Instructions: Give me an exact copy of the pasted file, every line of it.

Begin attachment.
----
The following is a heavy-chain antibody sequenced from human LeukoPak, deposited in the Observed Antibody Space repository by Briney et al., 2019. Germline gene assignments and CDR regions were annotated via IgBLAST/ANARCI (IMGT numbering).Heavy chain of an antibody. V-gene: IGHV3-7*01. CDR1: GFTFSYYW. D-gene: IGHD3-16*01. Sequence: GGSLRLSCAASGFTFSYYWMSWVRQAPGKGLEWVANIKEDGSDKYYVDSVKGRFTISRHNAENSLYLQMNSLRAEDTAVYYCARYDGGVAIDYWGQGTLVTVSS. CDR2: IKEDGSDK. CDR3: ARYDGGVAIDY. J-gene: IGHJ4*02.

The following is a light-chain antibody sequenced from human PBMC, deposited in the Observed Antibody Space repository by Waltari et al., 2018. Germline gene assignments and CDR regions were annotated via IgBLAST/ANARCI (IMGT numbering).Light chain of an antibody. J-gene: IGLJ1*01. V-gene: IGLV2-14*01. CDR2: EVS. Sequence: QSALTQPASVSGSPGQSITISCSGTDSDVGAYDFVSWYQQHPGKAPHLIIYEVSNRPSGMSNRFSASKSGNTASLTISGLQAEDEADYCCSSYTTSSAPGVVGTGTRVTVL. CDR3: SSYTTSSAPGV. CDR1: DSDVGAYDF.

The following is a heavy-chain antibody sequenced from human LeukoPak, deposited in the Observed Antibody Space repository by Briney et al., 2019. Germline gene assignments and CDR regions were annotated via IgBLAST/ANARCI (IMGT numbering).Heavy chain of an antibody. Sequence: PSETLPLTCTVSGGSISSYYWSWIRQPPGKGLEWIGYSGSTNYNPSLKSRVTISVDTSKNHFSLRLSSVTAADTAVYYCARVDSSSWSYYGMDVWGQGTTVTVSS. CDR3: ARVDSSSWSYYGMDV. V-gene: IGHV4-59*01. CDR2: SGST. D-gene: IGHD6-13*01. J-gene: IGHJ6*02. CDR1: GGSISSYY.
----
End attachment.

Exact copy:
The following is a heavy-chain antibody sequenced from human LeukoPak, deposited in the Observed Antibody Space repository by Briney et al., 2019. Germline gene assignments and CDR regions were annotated via IgBLAST/ANARCI (IMGT numbering).Heavy chain of an antibody. V-gene: IGHV3-7*01. CDR1: GFTFSYYW. D-gene: IGHD3-16*01. Sequence: GGSLRLSCAASGFTFSYYWMSWVRQAPGKGLEWVANIKEDGSDKYYVDSVKGRFTISRHNAENSLYLQMNSLRAEDTAVYYCARYDGGVAIDYWGQGTLVTVSS. CDR2: IKEDGSDK. CDR3: ARYDGGVAIDY. J-gene: IGHJ4*02.

The following is a light-chain antibody sequenced from human PBMC, deposited in the Observed Antibody Space repository by Waltari et al., 2018. Germline gene assignments and CDR regions were annotated via IgBLAST/ANARCI (IMGT numbering).Light chain of an antibody. J-gene: IGLJ1*01. V-gene: IGLV2-14*01. CDR2: EVS. Sequence: QSALTQPASVSGSPGQSITISCSGTDSDVGAYDFVSWYQQHPGKAPHLIIYEVSNRPSGMSNRFSASKSGNTASLTISGLQAEDEADYCCSSYTTSSAPGVVGTGTRVTVL. CDR3: SSYTTSSAPGV. CDR1: DSDVGAYDF.

The following is a heavy-chain antibody sequenced from human LeukoPak, deposited in the Observed Antibody Space repository by Briney et al., 2019. Germline gene assignments and CDR regions were annotated via IgBLAST/ANARCI (IMGT numbering).Heavy chain of an antibody. Sequence: PSETLPLTCTVSGGSISSYYWSWIRQPPGKGLEWIGYSGSTNYNPSLKSRVTISVDTSKNHFSLRLSSVTAADTAVYYCARVDSSSWSYYGMDVWGQGTTVTVSS. CDR3: ARVDSSSWSYYGMDV. V-gene: IGHV4-59*01. CDR2: SGST. D-gene: IGHD6-13*01. J-gene: IGHJ6*02. CDR1: GGSISSYY.